College football roundtable

This week, we got to sit down with four of the best college football minds in sports media: Bruce Feldman (ESPN), Zac Robinson (SEC Network), Chris Fowler and Kirk Herbstreit. What they had to say might surprise you but make sure you read on.

College football is a popular sport in America and the “college football rankings” are a great way to see where your favorite team stands. The “roundtable on college football” will give you an overview of what’s going on with the game.

Bryce Young won the Heisman Trophy in 2021 after finishing his first season as Alabama’s full-time starting quarterback with the second-most throwing touchdowns (47) and yards (4,872) in the FBS.

But will he do it again?

Not if C.J. Stroud of Ohio State has anything to say about it. Stroud just finished a season in which he passed for 4,435 yards and 44 touchdowns, including 573 yards and six touchdowns in the Rose Bowl against Utah.

Caleb Williams, a former five-star quarterback who began behind Spencer Rattler at Oklahoma in 2021 and replaced him with 1,912 passing yards, 21 passing touchdowns, 442 rushing yards, and six rushing touchdowns before following head coach Lincoln Riley to USC, has also been mentioned.

Young’s teammate Will Anderson Jr., who led the FBS with 17.5 sacks last season, might be the first defensive player to win the honor since Charles Woodson in 1997.

Our team of writers analyzes which offensive and defensive players have the highest chance of winning the Heisman Trophy in 2022.

Who else can win the Heisman Trophy except Young, Stroud, and Williams?

Can C.J. Stroud win the Heisman Trophy for the first time since Troy Smith in 2006? Icon Sportswire/Brian Rothmuller

David Hale (David Hale) Miami’s offseason buzz may already be too much following the additions of Mario Cristobal and a slew of other high-profile coaches, but let’s add some more fuel to the fire: Tyler Van Dyke, a quarterback, wins the Heisman Trophy in 2022. Van Dyke was perhaps the hottest quarterback in the NCAA at the end of last season, passing for 300 yards and three or more touchdowns in each of his last six games. So imagine the narrative if a hotshot QB, fresh off a stellar 2021, leads long-suffering Miami and its first-year head coach to the promised land, finally capturing an ACC title. That’s a Heisman-worthy tale!

Is it going to happen? No, most likely not. There will undoubtedly be some growing pains for the Hurricanes once the season begins, and we’ve seen far too many years of shattered aspirations in Coral Gables to expect things to change overnight. Still, the opportunity there, and Van Dyke, who memorably trashed NC State before defeating the Wolfpack on the field in just his fourth career start, has the bravado to pull off something few else thought was conceivable.

Adam Rittenberg (Adam Rittenberg): TreVeyon Henderson has a lot of promise at Ohio State. He may be the finest running back the program has had since Ezekiel Elliott. We’ve seen what happens when a team has several Heisman candidates (hint: it typically doesn’t end well for the running back).

After seven straight 100-yard running games, Wisconsin’s Braelon Allen is another Big Ten back with a shot. However, I don’t believe Wisconsin will be good enough to prioritize a running back above the quarterback group and any other players who may be added to the mix.

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Because of where he plays and what he has already achieved, Alabama’s Anderson is the best defensive player in the country.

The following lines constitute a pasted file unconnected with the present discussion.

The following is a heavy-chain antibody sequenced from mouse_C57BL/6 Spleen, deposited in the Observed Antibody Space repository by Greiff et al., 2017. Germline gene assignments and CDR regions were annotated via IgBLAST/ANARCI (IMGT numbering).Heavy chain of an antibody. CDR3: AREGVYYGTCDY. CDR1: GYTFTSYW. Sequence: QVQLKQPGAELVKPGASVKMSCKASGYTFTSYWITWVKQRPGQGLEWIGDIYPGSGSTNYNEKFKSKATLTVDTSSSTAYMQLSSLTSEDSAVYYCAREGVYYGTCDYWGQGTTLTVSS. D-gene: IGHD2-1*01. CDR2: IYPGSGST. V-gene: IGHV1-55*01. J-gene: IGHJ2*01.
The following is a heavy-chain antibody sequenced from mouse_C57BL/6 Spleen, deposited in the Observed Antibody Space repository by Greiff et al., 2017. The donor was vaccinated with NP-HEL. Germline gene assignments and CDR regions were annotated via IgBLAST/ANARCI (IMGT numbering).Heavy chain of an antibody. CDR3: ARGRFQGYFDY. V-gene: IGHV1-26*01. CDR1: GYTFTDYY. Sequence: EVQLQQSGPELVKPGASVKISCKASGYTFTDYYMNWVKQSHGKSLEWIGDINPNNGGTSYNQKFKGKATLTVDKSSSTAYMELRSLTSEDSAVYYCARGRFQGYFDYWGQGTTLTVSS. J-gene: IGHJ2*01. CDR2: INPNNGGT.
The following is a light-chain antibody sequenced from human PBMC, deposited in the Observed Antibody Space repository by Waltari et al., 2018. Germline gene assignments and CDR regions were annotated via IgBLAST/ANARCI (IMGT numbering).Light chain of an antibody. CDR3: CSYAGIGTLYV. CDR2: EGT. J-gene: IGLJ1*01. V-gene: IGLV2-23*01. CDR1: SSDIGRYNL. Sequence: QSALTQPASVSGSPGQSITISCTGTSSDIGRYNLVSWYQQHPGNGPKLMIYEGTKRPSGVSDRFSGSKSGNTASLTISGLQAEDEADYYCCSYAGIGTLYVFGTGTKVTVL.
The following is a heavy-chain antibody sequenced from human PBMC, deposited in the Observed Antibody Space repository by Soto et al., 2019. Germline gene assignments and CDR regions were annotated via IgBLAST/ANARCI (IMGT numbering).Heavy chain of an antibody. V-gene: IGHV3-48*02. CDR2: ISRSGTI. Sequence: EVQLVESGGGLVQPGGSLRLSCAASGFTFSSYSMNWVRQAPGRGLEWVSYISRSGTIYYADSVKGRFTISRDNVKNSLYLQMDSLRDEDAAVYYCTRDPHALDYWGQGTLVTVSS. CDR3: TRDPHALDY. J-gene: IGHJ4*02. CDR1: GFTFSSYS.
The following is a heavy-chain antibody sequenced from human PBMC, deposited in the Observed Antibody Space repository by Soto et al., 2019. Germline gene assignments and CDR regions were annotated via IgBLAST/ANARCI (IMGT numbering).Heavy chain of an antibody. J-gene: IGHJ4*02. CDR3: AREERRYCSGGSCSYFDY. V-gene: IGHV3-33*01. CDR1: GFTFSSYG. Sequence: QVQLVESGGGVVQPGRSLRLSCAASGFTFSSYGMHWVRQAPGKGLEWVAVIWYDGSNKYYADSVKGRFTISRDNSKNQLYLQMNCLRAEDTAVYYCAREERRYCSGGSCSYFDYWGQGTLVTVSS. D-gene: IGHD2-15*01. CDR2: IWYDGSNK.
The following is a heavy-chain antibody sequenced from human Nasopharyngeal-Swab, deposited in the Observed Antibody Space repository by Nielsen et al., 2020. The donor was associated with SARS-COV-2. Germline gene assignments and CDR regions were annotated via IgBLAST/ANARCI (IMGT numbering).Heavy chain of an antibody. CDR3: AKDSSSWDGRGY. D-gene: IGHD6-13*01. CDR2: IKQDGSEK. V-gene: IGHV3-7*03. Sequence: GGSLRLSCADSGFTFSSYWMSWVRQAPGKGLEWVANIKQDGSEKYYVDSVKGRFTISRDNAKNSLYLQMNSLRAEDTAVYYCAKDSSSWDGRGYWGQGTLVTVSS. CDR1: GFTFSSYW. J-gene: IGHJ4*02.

Some may be surprised, but how about Georgia’s Stetson Bennett? He’ll head an exceptionally strong offense under the same coach as the reigning national champs, and he’s rated fourth nationally in pass efficiency and third in total QBR (Todd Monken). I see why Bennett is so readily dismissed, but should he really be?

J.J. McCarthy of Michigan is another wild card in this game. He hasn’t even been given the starting position yet, but he has the ability to elevate Michigan’s offense to new heights.

Alex Scarborough (Scarborough): Bennett’s daring notion is intriguing, but I can’t see him putting up the type of eye-popping stats that a Heisman-winning quarterback would. Similarly, I don’t believe the voters will get it right this time on Anderson. What’s going to make a difference if he couldn’t even crack the top three last year with 34.5 tackles for loss and 17.5 sacks?

But I’m not here to put candidates under the bus. My personal under-the-radar candidate is LSU’s Kayshon Boutte. Boutte has what it takes to be considered this time after DeVonta Smith ended a three-decade drought for receivers by winning the award in 2021. With LSU circling the drain the previous two seasons, the average fan could have missed it, but Boutte quietly blossomed as a star. He grabbed 13 touchdowns and averaged 115.1 receiving yards per game in his final nine contests. Boutte might be the focus of a revived offense, with veteran quarterback Myles Brennan returning for his senior season and a fresh energy under first-year coach Brian Kelly.

Dinich, Heather: What’s up, McFly?! Yes, I’m now knocking on all of your doors. The best defensive player in the country from 2021 is returning. Let it sink in: Will Anderson Jr. was college football’s top defensive player. Why isn’t he being given more serious consideration for the best player award? Period?

Although I appreciate the voters’ reservations, and there are several good and well-known individuals on this list, Anderson must be considered for the category of “making a Heisman run.” He was first in the country with 34.5 tackles for loss and 17.5 sacks among Division I defenders. He had 102 total tackles, nine quarterback hurries, and three pass breakups to lead the club.